An appeals court calls them unconstitutional, but sends the case to Florida's high court.
By RON MATUS
Published August 17, 2004
Key dates in the debate over Florida's first voucher law:
JUNE 21: Gov. Jeb Bush signs the first statewide voucher law in the nation. Only two elementary schools in Escambia County are immediately eligible.
JUNE 22: Voucher critics file a lawsuit in Tallahassee challenging the law's constitutionality.
MARCH 14: Circuit Judge L. Ralph Smith Jr. rules that the law violates a provision of the state Constitution that bans the use of public dollars on private schools.
OCT. 3: The 1st District Court of Appeal overturns Smith, finding the law does not violate the ban on public money's use on private schools.
JULY 9: Circuit Judge B. Kevin Davey hears arguments over claims that the law violates the state Constitution's ban on state aid to religious institutions.
AUG. 5: Davey rules the state law violates that provision.
AUG. 9: Davey rules the state can continue to implement the voucher program while appealing his ruling.
MARCH 18: The 1st DCA hears oral arguments.
AUG. 16: The 1st DCA upholds Davey's ruling.
TALLAHASSEE - A state appeals court Monday declared Florida's original school voucher program unconstitutional, saying it violated the state's ban on using public money to benefit religious institutions.
In a 2-1 decision, the 1st District Court of Appeal upheld a lower court ruling, but forwarded the case to the Florida Supreme Court for a final decision.
The ruling is "a monumental win for taxpayers," said Ron Meyer, lead attorney for the Florida Education Association and a host of other groups who filed the suit in 1999. "It means they'll no longer be forced to pay tax money for unaccountable schools."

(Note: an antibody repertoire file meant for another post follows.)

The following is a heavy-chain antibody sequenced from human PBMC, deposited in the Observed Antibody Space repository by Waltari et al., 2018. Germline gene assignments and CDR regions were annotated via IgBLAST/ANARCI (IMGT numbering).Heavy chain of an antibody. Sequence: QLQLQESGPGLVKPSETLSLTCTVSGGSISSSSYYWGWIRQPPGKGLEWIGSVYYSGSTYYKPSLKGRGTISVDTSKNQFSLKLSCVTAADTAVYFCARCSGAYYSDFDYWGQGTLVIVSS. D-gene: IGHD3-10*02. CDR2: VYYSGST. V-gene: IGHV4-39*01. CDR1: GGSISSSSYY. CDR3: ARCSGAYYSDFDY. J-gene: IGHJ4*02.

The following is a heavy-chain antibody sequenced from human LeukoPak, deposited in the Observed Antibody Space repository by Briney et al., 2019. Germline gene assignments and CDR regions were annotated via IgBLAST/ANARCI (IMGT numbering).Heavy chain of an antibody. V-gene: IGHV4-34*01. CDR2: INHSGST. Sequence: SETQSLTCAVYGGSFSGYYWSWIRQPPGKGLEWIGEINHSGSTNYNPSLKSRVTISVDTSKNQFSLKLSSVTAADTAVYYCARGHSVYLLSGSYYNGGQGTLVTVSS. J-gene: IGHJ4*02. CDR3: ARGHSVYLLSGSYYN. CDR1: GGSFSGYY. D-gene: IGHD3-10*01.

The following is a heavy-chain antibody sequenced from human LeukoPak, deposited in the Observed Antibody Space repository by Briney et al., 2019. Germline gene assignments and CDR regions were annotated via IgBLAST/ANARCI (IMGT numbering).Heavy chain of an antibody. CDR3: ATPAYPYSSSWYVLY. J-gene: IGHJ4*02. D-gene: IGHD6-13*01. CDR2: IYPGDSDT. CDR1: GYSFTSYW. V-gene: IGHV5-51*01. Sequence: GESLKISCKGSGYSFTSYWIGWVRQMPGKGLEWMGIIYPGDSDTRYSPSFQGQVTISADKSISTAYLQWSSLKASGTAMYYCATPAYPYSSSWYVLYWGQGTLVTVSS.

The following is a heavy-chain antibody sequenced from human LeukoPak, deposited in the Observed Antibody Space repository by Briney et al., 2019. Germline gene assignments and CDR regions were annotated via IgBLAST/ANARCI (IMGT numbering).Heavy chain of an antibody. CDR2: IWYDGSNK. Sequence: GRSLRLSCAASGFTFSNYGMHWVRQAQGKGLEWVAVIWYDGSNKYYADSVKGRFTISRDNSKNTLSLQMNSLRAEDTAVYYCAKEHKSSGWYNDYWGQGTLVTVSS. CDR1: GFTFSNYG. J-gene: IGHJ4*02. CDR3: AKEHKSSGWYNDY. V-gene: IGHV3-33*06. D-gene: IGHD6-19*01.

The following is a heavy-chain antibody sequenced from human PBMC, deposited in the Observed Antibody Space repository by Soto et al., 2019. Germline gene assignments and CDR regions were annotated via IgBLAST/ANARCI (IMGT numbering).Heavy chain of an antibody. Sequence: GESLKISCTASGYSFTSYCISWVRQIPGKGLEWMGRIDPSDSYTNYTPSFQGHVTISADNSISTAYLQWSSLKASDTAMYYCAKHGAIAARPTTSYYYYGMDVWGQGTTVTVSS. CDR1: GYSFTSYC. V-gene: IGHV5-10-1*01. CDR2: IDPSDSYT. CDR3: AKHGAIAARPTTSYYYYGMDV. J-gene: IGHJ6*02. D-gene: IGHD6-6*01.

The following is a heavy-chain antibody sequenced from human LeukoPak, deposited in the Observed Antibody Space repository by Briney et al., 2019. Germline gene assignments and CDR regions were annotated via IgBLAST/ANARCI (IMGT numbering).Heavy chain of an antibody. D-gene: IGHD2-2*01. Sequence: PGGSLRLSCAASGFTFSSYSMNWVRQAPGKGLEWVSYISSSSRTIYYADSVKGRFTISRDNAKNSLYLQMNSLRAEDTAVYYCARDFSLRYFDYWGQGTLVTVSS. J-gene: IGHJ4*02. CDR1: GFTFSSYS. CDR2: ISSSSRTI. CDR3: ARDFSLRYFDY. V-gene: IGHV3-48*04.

Gov. Jeb Bush, who made vouchers a key component of his education overhaul, called the decision "disappointing." He questioned the court's logic.
If upheld, Bush said, the ruling could affect Florida's hugely popular Bright Futures college scholarships - which can be used at private schools - and even Medicaid funding, which is used at hospitals with religious ties.
"I think there's a moral question here," Bush said. "Why is it that people of lower income don't have one of the most fundamental choices that should be made, which is where your child goes to school?"
No date has been set for the Florida Supreme Court to hear the case.
Monday's ruling applies only to the state's Opportunity scholarship program, which allows students in struggling schools - many of them in high-poverty, high-minority areas - to attend private schools at state expense.
This year, 732 students are taking advantage of the program, more than half of them in faith-based schools.
The decision does not apply to the state's two other voucher programs, one for disabled students and another funded by corporations that get tax breaks in return.
But voucher opponents have raised a related argument in challenging the Opportunity scholarships - that public money should not be used for private schools in any case.
They plan to use that argument when they address the Supreme Court.
Together, more than 25,000 students use the other voucher programs, at a cost to the state of tens of millions of dollars.